It all depends on how much you’re making and how much you’ve made over your working life.
Social Security uses your lifetime average for monthly income, as calculated from your 35 highest-earning years and adjusted to reflect historical wage trends, as the basis for your benefit calculation. Even if you’ve already claimed your benefits, Social Security annually recalculates this average, factoring in any new income from work. If your current earnings fall into your top 35 earning years, your monthly average will rise, and so could your benefit.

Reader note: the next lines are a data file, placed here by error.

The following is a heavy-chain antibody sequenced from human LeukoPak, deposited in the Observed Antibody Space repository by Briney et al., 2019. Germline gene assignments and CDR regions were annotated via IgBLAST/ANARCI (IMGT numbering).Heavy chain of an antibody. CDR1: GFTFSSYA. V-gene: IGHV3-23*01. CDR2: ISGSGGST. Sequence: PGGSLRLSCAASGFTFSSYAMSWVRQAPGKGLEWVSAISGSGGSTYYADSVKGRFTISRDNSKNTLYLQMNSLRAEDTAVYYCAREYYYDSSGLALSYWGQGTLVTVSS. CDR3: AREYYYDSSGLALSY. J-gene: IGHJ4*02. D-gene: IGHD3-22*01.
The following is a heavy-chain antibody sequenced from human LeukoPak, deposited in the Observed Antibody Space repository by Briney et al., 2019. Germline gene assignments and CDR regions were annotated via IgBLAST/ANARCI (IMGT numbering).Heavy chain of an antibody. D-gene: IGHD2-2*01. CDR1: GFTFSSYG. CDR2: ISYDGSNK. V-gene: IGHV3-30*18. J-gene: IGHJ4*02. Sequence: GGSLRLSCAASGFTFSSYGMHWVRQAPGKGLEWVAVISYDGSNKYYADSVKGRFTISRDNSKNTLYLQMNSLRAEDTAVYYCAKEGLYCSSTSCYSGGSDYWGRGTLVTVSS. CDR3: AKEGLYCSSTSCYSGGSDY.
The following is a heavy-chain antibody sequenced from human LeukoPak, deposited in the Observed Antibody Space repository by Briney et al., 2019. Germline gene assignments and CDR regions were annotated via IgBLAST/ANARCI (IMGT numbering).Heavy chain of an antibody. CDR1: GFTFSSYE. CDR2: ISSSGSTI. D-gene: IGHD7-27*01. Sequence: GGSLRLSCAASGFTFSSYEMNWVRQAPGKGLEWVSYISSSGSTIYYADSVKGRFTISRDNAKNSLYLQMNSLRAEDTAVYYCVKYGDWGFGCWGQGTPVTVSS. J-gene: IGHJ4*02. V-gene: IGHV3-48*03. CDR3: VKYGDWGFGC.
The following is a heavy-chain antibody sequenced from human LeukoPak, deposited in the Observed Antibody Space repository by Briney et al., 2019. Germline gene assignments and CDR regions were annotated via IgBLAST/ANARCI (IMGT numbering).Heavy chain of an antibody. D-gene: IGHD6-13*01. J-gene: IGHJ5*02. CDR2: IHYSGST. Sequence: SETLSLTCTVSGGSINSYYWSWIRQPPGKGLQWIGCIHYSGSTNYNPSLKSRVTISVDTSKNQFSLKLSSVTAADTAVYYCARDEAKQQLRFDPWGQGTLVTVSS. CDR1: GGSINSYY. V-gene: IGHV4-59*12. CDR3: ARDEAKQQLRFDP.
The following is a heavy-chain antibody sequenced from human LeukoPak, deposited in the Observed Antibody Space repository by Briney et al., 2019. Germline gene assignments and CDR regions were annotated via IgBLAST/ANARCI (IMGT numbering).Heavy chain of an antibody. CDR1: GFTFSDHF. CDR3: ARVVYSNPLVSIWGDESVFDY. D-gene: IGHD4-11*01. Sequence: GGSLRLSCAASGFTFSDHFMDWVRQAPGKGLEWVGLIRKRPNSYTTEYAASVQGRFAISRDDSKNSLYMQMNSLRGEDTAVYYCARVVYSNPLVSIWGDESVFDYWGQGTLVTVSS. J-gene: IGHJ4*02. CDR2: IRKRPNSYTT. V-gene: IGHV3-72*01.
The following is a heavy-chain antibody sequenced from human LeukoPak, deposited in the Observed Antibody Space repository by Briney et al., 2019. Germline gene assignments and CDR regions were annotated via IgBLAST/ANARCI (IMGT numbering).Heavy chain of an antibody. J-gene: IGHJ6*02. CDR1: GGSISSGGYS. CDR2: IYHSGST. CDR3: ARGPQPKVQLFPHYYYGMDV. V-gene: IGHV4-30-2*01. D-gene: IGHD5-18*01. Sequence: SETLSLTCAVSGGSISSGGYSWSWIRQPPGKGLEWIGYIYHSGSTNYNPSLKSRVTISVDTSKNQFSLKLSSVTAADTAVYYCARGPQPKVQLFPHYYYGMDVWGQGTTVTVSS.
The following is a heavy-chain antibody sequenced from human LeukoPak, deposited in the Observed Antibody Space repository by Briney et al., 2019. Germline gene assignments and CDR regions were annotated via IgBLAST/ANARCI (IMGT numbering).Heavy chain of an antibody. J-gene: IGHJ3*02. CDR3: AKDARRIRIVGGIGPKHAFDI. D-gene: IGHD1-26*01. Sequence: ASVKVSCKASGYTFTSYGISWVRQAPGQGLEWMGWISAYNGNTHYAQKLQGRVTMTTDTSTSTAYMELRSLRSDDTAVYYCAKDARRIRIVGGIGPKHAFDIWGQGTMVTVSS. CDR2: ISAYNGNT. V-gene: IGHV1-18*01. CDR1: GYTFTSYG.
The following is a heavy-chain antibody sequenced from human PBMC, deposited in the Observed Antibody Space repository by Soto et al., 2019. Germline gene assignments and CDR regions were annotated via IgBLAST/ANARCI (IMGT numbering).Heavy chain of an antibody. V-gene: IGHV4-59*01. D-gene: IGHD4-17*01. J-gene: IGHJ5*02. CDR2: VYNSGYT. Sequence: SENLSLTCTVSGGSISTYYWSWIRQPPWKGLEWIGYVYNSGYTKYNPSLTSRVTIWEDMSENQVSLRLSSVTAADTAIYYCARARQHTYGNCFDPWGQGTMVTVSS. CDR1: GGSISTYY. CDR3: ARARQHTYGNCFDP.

Keep in mind
- Continuing to work may have a benefit downside if you claimed Social Security early. In the years before you reach full retirement age, you are subject to Social Security’s earnings test, which reduces your benefits if your income from work exceeds a set limit ($19,560 in 2022).
- In the year in which you will reach full retirement age, the earnings cap goes up, and when you pass the milestone birthday, it disappears. Full retirement age is 66 and 2 months for people born in 1955 and 66 and 4 months for those born in 1956, so people born in the last two months of '55 or the first eight months of '56 will reach it in 2022.
Updated December 22, 2021
More on Social Security and Work
Find the answers to the most common Social Security questions such as when to claim, how to maximize your retirement benefits and more.